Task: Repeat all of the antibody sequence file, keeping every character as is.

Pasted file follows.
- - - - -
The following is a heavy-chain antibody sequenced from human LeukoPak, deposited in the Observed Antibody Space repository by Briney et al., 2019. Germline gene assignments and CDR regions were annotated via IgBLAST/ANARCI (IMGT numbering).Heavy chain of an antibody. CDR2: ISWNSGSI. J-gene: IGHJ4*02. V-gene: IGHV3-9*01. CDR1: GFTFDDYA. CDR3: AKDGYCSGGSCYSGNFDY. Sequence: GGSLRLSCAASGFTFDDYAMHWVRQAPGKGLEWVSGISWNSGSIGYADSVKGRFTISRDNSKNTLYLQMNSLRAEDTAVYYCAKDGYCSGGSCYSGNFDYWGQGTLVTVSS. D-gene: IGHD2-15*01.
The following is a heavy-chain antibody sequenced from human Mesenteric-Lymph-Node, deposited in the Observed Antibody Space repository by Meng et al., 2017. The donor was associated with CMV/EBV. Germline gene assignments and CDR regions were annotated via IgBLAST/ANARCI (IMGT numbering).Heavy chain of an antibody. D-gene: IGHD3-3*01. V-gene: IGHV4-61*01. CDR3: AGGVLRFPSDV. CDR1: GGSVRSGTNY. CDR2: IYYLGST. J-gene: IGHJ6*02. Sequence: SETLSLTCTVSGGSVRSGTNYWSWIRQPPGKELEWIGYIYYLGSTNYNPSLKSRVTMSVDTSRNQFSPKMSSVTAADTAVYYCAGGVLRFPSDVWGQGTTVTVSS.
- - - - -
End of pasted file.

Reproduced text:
The following is a heavy-chain antibody sequenced from human LeukoPak, deposited in the Observed Antibody Space repository by Briney et al., 2019. Germline gene assignments and CDR regions were annotated via IgBLAST/ANARCI (IMGT numbering).Heavy chain of an antibody. CDR2: ISWNSGSI. J-gene: IGHJ4*02. V-gene: IGHV3-9*01. CDR1: GFTFDDYA. CDR3: AKDGYCSGGSCYSGNFDY. Sequence: GGSLRLSCAASGFTFDDYAMHWVRQAPGKGLEWVSGISWNSGSIGYADSVKGRFTISRDNSKNTLYLQMNSLRAEDTAVYYCAKDGYCSGGSCYSGNFDYWGQGTLVTVSS. D-gene: IGHD2-15*01.
The following is a heavy-chain antibody sequenced from human Mesenteric-Lymph-Node, deposited in the Observed Antibody Space repository by Meng et al., 2017. The donor was associated with CMV/EBV. Germline gene assignments and CDR regions were annotated via IgBLAST/ANARCI (IMGT numbering).Heavy chain of an antibody. D-gene: IGHD3-3*01. V-gene: IGHV4-61*01. CDR3: AGGVLRFPSDV. CDR1: GGSVRSGTNY. CDR2: IYYLGST. J-gene: IGHJ6*02. Sequence: SETLSLTCTVSGGSVRSGTNYWSWIRQPPGKELEWIGYIYYLGSTNYNPSLKSRVTMSVDTSRNQFSPKMSSVTAADTAVYYCAGGVLRFPSDVWGQGTTVTVSS.